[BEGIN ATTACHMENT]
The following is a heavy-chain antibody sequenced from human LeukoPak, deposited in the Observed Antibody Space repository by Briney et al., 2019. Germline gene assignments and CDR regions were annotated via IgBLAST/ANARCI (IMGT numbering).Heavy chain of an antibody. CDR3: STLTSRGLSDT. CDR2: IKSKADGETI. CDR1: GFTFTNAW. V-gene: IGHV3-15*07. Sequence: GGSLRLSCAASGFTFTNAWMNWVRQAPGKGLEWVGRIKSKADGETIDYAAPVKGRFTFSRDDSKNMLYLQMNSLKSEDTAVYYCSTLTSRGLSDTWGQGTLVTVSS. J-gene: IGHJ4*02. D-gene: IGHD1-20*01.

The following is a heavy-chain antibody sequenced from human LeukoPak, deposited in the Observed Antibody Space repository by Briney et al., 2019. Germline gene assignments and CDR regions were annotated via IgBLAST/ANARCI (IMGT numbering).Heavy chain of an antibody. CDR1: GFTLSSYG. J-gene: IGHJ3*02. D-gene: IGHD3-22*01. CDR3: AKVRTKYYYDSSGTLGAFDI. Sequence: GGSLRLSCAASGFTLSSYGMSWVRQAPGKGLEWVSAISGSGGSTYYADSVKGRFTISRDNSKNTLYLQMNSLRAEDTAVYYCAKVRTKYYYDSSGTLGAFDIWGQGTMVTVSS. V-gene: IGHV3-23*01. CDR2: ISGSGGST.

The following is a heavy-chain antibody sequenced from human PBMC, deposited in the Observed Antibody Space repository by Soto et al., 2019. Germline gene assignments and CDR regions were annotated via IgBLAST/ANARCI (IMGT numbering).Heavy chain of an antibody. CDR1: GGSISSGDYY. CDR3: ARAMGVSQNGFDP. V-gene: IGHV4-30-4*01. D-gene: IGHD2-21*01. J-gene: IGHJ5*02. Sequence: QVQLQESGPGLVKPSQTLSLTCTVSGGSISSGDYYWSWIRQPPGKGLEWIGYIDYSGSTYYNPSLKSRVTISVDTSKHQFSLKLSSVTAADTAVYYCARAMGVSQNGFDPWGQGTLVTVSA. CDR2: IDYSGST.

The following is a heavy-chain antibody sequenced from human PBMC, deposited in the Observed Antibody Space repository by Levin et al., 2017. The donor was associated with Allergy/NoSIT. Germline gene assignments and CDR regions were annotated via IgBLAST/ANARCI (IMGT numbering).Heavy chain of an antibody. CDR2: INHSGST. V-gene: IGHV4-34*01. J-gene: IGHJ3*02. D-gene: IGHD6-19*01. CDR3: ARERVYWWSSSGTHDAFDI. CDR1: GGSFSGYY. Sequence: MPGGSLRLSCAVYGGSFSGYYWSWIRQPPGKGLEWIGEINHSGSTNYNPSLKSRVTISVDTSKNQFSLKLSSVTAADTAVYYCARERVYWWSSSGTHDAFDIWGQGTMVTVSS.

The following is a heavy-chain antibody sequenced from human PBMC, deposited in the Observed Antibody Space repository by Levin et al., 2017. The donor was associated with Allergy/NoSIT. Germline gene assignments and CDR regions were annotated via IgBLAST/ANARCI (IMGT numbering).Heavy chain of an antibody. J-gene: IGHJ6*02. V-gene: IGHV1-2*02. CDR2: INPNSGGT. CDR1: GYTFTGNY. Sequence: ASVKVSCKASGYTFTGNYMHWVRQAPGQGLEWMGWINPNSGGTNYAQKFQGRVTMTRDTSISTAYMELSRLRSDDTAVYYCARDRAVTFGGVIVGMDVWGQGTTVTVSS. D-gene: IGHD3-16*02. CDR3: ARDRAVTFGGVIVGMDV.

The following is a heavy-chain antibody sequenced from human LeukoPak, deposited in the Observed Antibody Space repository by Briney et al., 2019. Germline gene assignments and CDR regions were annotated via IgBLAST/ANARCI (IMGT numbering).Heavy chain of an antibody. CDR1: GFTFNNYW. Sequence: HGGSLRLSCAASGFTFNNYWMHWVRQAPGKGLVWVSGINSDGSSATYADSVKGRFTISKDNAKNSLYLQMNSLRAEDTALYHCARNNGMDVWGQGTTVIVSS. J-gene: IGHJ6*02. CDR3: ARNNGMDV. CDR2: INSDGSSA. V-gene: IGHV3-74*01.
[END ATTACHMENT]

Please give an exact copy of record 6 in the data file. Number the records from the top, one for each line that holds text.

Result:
The following is a heavy-chain antibody sequenced from human LeukoPak, deposited in the Observed Antibody Space repository by Briney et al., 2019. Germline gene assignments and CDR regions were annotated via IgBLAST/ANARCI (IMGT numbering).Heavy chain of an antibody. CDR1: GFTFNNYW. Sequence: HGGSLRLSCAASGFTFNNYWMHWVRQAPGKGLVWVSGINSDGSSATYADSVKGRFTISKDNAKNSLYLQMNSLRAEDTALYHCARNNGMDVWGQGTTVIVSS. J-gene: IGHJ6*02. CDR3: ARNNGMDV. CDR2: INSDGSSA. V-gene: IGHV3-74*01.